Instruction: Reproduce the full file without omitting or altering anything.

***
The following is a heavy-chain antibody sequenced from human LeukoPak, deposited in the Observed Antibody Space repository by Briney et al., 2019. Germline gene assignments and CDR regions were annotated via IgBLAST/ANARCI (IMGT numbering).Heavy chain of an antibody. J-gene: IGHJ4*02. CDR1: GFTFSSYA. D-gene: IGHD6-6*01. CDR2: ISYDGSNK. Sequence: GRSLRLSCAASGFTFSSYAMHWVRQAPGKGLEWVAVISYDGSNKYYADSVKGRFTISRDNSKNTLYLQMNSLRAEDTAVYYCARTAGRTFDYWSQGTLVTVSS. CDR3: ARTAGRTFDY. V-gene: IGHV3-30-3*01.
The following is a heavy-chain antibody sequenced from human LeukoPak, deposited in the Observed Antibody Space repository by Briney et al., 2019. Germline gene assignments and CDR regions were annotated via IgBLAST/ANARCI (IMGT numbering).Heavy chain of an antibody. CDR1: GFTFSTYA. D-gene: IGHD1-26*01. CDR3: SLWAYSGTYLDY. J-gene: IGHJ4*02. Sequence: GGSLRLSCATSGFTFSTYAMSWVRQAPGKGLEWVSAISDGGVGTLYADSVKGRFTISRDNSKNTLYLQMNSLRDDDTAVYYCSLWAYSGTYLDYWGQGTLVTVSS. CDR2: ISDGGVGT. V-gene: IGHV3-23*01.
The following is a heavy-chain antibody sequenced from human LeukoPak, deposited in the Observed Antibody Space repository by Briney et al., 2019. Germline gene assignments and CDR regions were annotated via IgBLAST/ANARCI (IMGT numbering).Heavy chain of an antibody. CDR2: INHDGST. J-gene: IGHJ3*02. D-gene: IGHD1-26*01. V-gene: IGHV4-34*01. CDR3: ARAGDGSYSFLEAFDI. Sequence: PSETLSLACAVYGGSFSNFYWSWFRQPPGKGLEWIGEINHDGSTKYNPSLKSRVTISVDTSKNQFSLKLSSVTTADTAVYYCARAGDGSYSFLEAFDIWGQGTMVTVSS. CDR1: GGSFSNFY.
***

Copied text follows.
The following is a heavy-chain antibody sequenced from human LeukoPak, deposited in the Observed Antibody Space repository by Briney et al., 2019. Germline gene assignments and CDR regions were annotated via IgBLAST/ANARCI (IMGT numbering).Heavy chain of an antibody. J-gene: IGHJ4*02. CDR1: GFTFSSYA. D-gene: IGHD6-6*01. CDR2: ISYDGSNK. Sequence: GRSLRLSCAASGFTFSSYAMHWVRQAPGKGLEWVAVISYDGSNKYYADSVKGRFTISRDNSKNTLYLQMNSLRAEDTAVYYCARTAGRTFDYWSQGTLVTVSS. CDR3: ARTAGRTFDY. V-gene: IGHV3-30-3*01.
The following is a heavy-chain antibody sequenced from human LeukoPak, deposited in the Observed Antibody Space repository by Briney et al., 2019. Germline gene assignments and CDR regions were annotated via IgBLAST/ANARCI (IMGT numbering).Heavy chain of an antibody. CDR1: GFTFSTYA. D-gene: IGHD1-26*01. CDR3: SLWAYSGTYLDY. J-gene: IGHJ4*02. Sequence: GGSLRLSCATSGFTFSTYAMSWVRQAPGKGLEWVSAISDGGVGTLYADSVKGRFTISRDNSKNTLYLQMNSLRDDDTAVYYCSLWAYSGTYLDYWGQGTLVTVSS. CDR2: ISDGGVGT. V-gene: IGHV3-23*01.
The following is a heavy-chain antibody sequenced from human LeukoPak, deposited in the Observed Antibody Space repository by Briney et al., 2019. Germline gene assignments and CDR regions were annotated via IgBLAST/ANARCI (IMGT numbering).Heavy chain of an antibody. CDR2: INHDGST. J-gene: IGHJ3*02. D-gene: IGHD1-26*01. V-gene: IGHV4-34*01. CDR3: ARAGDGSYSFLEAFDI. Sequence: PSETLSLACAVYGGSFSNFYWSWFRQPPGKGLEWIGEINHDGSTKYNPSLKSRVTISVDTSKNQFSLKLSSVTTADTAVYYCARAGDGSYSFLEAFDIWGQGTMVTVSS. CDR1: GGSFSNFY.